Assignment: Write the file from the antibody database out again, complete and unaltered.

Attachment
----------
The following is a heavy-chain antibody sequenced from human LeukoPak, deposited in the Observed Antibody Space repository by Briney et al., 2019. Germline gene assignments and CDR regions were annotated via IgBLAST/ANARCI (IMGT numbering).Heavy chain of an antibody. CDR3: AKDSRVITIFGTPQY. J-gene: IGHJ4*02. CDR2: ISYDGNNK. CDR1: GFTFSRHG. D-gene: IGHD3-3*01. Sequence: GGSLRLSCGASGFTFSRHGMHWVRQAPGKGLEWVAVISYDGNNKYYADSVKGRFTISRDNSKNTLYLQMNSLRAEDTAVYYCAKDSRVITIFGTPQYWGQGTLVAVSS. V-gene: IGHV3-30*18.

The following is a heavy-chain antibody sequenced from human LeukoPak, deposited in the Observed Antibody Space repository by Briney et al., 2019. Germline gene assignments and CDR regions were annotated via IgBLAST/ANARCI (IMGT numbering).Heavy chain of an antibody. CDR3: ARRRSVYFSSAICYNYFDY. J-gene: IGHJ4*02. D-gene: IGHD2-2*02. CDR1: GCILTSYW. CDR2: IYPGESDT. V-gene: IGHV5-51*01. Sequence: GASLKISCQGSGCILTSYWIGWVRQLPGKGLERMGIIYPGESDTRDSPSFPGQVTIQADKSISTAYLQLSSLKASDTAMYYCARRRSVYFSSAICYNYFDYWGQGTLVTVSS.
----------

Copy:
The following is a heavy-chain antibody sequenced from human LeukoPak, deposited in the Observed Antibody Space repository by Briney et al., 2019. Germline gene assignments and CDR regions were annotated via IgBLAST/ANARCI (IMGT numbering).Heavy chain of an antibody. CDR3: AKDSRVITIFGTPQY. J-gene: IGHJ4*02. CDR2: ISYDGNNK. CDR1: GFTFSRHG. D-gene: IGHD3-3*01. Sequence: GGSLRLSCGASGFTFSRHGMHWVRQAPGKGLEWVAVISYDGNNKYYADSVKGRFTISRDNSKNTLYLQMNSLRAEDTAVYYCAKDSRVITIFGTPQYWGQGTLVAVSS. V-gene: IGHV3-30*18.

The following is a heavy-chain antibody sequenced from human LeukoPak, deposited in the Observed Antibody Space repository by Briney et al., 2019. Germline gene assignments and CDR regions were annotated via IgBLAST/ANARCI (IMGT numbering).Heavy chain of an antibody. CDR3: ARRRSVYFSSAICYNYFDY. J-gene: IGHJ4*02. D-gene: IGHD2-2*02. CDR1: GCILTSYW. CDR2: IYPGESDT. V-gene: IGHV5-51*01. Sequence: GASLKISCQGSGCILTSYWIGWVRQLPGKGLERMGIIYPGESDTRDSPSFPGQVTIQADKSISTAYLQLSSLKASDTAMYYCARRRSVYFSSAICYNYFDYWGQGTLVTVSS.